Skin-derived stem cells transplanted into resorbable guides provide functional nerve regeneration after sciatic nerve resection

C. Marchesi, M. Pluderi, F. Colleoni, M. Belicchi, M. Meregalli, A. Farini, D. Parolini, L. Draghi, M. E. Fruguglietti, M. Gavina, L. Porretti, A. Cattaneo, M. Battistelli, A. Prelle, M. Moggio, S. Borsa, L. Bello, D. Spagnoli, S. M. Gaini, M. C. TanziN. Bresolin, N. Grimoldi, Yvan Torrente

Research output: Contribution to journalArticlepeer-review


The regeneration in the peripheral nervous system is often incomplete and the treatment of severe lesions with nerve tissue loss is primarily aimed at recreating nerve continuity. Guide tubes of various types, filled with Schwann cells, stem cells, or nerve growth factors are attractive as an alternative therapy to nerve grafts. In this study, we evaluated whether skin-derived stem cells (SDSCs) can improve peripheral nerve regeneration after transplantation into nerve guides. We compared peripheral nerve regeneration in adult rats with sciatic nerve gaps of 16 mm after autologous transplantation of GFP-labeled SDSCs into two different types of guides: a synthetic guide, obtained by dip coating with a L-lactide and trimethylene carbonate (PLA-TMC) copolymer and a collagen-based guide. The sciatic function index and the recovery rates of the compound muscle action potential were significantly higher in the animals that received SDSCs transplantation, in particular, into the collagen guide, compared to the control guides filled only with PBS. For these guides the morphological and immunohistochemical analysis demonstrated an increased number of myelinated axons expressing S100 and Neurofilament 70, suggesting the presence of regenerating nerve fibers along the gap. GFP positive cells were found around regenerating nerve fibers and few of them were positive for the expression of glial markers as S-100 and glial fibrillary acidic protein. RT-PCR analysis confirmed the expression of S100 and myelin basic protein in the animals treated with the collagen guide filled with SDSCs. These data support the hypothesis that SDSCs could represent a tool for future cell therapy applications in peripheral nerve regeneration.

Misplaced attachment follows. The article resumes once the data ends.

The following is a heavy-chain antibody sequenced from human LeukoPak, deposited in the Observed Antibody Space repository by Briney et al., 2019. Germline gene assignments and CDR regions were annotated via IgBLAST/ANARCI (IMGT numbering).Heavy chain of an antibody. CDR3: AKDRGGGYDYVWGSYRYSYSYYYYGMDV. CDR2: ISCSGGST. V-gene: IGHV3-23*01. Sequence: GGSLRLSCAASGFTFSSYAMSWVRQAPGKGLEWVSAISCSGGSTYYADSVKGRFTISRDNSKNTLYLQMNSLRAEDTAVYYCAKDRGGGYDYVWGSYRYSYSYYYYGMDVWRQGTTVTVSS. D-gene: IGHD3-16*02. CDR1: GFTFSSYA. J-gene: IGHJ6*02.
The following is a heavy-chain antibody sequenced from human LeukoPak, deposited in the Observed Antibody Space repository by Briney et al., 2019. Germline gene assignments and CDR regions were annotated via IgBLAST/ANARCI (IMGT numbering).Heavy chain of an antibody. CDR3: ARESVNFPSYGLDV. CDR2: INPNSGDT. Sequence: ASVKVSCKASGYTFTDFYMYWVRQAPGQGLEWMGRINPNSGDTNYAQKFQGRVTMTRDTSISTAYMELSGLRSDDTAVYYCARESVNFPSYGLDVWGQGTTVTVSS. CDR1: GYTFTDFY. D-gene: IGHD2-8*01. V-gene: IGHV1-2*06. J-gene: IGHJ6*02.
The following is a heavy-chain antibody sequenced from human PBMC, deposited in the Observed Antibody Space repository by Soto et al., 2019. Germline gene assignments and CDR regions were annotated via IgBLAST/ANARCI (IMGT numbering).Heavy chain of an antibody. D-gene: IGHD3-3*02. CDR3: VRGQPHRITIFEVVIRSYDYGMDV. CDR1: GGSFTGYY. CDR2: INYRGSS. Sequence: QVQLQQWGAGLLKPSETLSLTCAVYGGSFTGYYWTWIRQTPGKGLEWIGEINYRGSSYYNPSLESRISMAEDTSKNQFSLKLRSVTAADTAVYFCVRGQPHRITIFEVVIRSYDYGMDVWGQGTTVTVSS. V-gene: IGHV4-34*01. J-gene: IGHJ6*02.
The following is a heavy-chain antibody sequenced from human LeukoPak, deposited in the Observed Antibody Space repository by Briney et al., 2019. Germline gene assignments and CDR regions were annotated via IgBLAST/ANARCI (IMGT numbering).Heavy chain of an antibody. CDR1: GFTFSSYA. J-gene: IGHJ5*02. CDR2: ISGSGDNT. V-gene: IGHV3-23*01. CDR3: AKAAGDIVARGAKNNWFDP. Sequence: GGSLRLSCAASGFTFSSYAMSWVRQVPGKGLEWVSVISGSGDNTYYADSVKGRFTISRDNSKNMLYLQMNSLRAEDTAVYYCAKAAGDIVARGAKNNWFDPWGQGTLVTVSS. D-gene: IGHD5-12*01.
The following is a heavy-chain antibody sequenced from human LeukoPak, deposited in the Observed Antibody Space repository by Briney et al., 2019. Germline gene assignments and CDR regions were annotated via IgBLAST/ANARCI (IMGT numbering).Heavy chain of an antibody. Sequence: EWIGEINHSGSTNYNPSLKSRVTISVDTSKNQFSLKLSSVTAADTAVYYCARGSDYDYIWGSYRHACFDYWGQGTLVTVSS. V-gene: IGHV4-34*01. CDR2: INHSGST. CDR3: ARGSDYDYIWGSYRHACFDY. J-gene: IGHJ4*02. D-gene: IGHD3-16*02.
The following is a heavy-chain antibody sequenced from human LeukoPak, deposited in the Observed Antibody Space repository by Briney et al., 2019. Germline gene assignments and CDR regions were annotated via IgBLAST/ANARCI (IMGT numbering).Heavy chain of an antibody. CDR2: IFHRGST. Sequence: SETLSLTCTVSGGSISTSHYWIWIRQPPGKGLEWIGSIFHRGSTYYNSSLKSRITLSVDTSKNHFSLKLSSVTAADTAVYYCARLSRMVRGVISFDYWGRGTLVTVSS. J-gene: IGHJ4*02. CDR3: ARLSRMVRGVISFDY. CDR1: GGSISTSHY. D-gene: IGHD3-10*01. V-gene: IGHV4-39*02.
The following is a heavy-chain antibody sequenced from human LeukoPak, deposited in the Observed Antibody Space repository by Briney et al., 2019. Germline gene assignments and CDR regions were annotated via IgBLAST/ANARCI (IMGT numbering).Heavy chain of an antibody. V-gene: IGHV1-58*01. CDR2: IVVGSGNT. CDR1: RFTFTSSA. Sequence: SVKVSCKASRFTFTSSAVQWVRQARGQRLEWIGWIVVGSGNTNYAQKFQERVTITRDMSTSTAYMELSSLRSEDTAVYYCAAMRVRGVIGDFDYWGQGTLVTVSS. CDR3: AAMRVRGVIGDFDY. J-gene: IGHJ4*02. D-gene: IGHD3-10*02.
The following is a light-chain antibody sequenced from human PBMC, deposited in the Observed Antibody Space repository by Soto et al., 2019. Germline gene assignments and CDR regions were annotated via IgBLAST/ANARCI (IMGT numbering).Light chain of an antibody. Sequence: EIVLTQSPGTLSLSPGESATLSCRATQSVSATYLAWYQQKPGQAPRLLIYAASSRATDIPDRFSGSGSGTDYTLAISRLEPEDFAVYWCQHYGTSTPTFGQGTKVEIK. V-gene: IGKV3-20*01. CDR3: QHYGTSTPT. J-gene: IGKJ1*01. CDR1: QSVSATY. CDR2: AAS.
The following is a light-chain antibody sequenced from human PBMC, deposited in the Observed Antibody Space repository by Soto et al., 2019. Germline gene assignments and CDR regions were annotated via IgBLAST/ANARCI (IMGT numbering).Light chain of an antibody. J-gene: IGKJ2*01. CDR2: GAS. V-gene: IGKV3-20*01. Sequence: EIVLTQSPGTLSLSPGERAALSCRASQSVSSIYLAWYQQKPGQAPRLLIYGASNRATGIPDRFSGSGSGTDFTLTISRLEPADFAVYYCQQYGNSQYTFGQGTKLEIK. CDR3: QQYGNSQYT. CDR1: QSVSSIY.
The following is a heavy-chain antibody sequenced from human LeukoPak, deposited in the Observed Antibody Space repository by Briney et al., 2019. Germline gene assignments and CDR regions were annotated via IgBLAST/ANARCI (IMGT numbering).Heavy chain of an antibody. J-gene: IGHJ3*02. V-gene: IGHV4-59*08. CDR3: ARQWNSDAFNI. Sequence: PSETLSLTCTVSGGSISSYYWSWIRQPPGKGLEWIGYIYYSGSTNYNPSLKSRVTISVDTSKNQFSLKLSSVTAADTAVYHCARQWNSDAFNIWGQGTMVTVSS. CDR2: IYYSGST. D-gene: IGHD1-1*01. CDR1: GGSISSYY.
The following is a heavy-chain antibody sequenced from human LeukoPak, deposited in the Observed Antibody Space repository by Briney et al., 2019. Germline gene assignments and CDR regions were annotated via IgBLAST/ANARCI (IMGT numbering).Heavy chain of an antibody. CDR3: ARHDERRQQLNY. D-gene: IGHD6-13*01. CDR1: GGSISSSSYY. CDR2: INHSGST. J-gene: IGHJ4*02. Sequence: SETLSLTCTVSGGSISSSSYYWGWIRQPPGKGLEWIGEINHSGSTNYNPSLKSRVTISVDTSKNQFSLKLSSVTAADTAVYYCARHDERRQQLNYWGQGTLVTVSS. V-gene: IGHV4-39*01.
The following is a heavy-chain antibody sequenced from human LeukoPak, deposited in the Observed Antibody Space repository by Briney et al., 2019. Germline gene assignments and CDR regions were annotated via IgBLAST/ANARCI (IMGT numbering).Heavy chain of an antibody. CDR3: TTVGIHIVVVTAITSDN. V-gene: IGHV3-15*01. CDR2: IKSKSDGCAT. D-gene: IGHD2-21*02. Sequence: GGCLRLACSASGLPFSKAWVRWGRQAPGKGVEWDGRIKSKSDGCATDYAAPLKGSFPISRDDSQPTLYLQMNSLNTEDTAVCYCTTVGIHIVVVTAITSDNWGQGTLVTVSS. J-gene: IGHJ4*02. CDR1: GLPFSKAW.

Original languageEnglish
Pages (from-to)425-438
Number of pages14
Issue number4
Publication statusPublished - Mar 2007


  • Artificial graft
  • Peripheral nerve
  • Regeneration
  • Skin-derived stem cells

ASJC Scopus subject areas

  • Immunology


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